Events workers stage Day of Action across Britain

Yesterday (30 September 2020), events professionals around the country took part in various actions to expose the dire situation facing workers in this highly profitable industry. Graham Dakin writes about the conditions and challenges that have led them to this point.

Graham Dakin is a Bectu activist and campaigning socialist.

Due to Covid-19 the live entertainment industry has essentially disappeared overnight — and the women and men who work hard to bring events to the stage are facing possible destitution

FOURTEEN hours spent building a gigantic LED wall for a corporate client at Old Billingsgate Market — the date was February 18 and it would be my last full day of work this year: news of the coronavirus spreading was already coming thick and fast and jobs were quickly starting to vanish.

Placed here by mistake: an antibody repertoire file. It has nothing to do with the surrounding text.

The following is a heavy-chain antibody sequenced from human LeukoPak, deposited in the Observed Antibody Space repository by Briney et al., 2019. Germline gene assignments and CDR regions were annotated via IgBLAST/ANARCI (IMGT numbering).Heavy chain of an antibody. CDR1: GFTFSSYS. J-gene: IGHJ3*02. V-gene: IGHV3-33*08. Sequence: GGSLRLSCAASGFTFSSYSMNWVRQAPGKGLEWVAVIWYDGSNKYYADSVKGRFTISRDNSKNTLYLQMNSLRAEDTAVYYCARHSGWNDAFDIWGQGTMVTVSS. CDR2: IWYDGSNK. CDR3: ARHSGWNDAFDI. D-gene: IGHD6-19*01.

After eight years in the industry, I expected 2020 to be my most successful yet. Seven months later, there is still no clarity on when I will be able to return to work. The live-events industry was the first to close its doors and will probably be the last to return. There have been many ups and downs since then, including the waiting game with HM Revenue and Customs and our efforts to be recognised for financial support.

Many people in our industry spoke publicly about their situation, while unions like Bectu lobbied the government tirelessly.

Eventually, the self-employed income-support scheme (SEISS) was announced, offering certain freelancers a degree of help — but this was severely limited and many thousands fell through the cracks through no fault of their own.